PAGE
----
The changes to the physics have, however, cast an entirely new light on the maps included. Whereas in past games the defenders have usually had an easier time of things, able to quickly get to choke points and keep them covered, now the tide has turned in favour of the attackers, who are able to close distances faster and make dashes round corners without fear of instant death. Arguably this has actually reversed things a little too far, with most match ups now being soundly dominated by the attackers, and it has stripped a lot of the tension from playing on the aggressor team. Nevertheless, it's the one thing this game does that actually offers something new and makes a change for series veterans; it just doesn't feel like a change that will retain interest in the long term.

    The inclusion of bots is a nice touch.
    The inclusion of bots is a nice touch.
    There are a couple of new modes brought to the table, borrowing heavily from concepts introduced in Call of Duty's Gun Games playlists. Both see players stuck with particular guns which change as kills are racked up. One is a single-objective based match, the other a straight up race through the catalogue of weaponry. They actually make a serviceable, if brain-dead diversion from the main game and can work well as something of a warm down, letting you switch off and just focus on your aiming. That said, particularly in the form of the objective system they feel somewhat half formed, with extremely basic, sometimes even symmetric, map designs and a feeling that the gun changes aren't actually tied into the level layouts in terms of viable strategies. As with the rest of the game these can be played with bot support but it feels a wasted effort that time was spent on creating such uninspired assets, even including their own art and texture work, when it could have been utilised to provide more fleshed out, original designs elsewhere in the package.

    There are also some issues with the user interface design. Rather than providing a server browser, Valve have incorporated matchmaking with a small number of playlists. Counter-Strike is a title where more than anything your enjoyment is determined by the people in the room with you, and as such can be ruined by troublesome players not adhering to the spirit of the game. Say you find yourself in a match with teammates who like to shoot at each other, it can take multiple rounds of backing out to the main menu, searching and loading before you manage to be placed in a different game, which is both time consuming and cumbersome. Then there's the fact that when selecting a playlist you have to also specify whether you want to play on Bomb based or Hostage based levels. This arbitrary split is frustrating in the extreme, particularly given that there are only two Hostage maps in the whole game. So should you find yourself in a really good group that you don't want to leave, you can end up stuck playing these two levels back to back continuously, with no ability to switch out to the others.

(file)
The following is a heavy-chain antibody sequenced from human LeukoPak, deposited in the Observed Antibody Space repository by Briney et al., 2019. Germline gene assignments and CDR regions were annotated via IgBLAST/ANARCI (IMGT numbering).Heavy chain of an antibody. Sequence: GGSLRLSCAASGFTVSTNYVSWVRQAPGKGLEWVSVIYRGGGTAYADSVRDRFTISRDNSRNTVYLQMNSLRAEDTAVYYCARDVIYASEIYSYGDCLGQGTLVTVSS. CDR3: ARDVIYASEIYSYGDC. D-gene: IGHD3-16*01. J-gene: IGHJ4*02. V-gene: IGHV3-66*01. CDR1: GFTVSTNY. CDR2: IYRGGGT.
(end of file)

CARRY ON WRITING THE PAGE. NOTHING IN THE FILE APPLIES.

Doug would be ashamed...
    Doug would be ashamed...
    There was no need for such restrictive a setup and it shows a surprising misunderstanding of their user base that the developers felt the need to separate these out. Meanwhile there are no playlists for very popular rule restrictions found on the PC titles such as the plethora of servers which ban the overpowered sniper rifles. While thankfully the AWP, with its one hit kill playstyle, has been heavily mitigated by the controller inputs, the auto-sniper has seen a substantial boost, making it almost impossible to travel some areas of the maps after the first couple of rounds. In addition there are severe problems with getting groups of friends into the same match, all of which could have been avoided by providing a simple server browser with a modicum of the server settings available in past releases.

    Overall Global Offensive fails to deliver as a sequal. It's more of a variant, a tweaked and altered version that does little to stand out from its predecessors, which, given the large number of years that have passed since Source hit, is pretty underwhelming. Much of the core magic is still there but the changes to the gunplay mechanics aren't for the better. It's still a fun game but it gets by on the elements created in previous Counter-Strike titles rather than anything it has brought to the table this time around. While enjoyable enough, players are best served by sticking to any of the previous offerings on the PC.
    Counter-Strike: Global Offensive boxshot.
    First person shooter
    Valve Software
    Valve Software
    Xbox 360
    - Still solid map design.
    - Muted graphics still pleasing.
    - No online ranking system.
    - Immediate gameplay.
    - Nothing new.
    - Artificial skill ceiling.
    - Lack of game options.
    - Terrible matchmaking infrastructure.
    Score: 5/10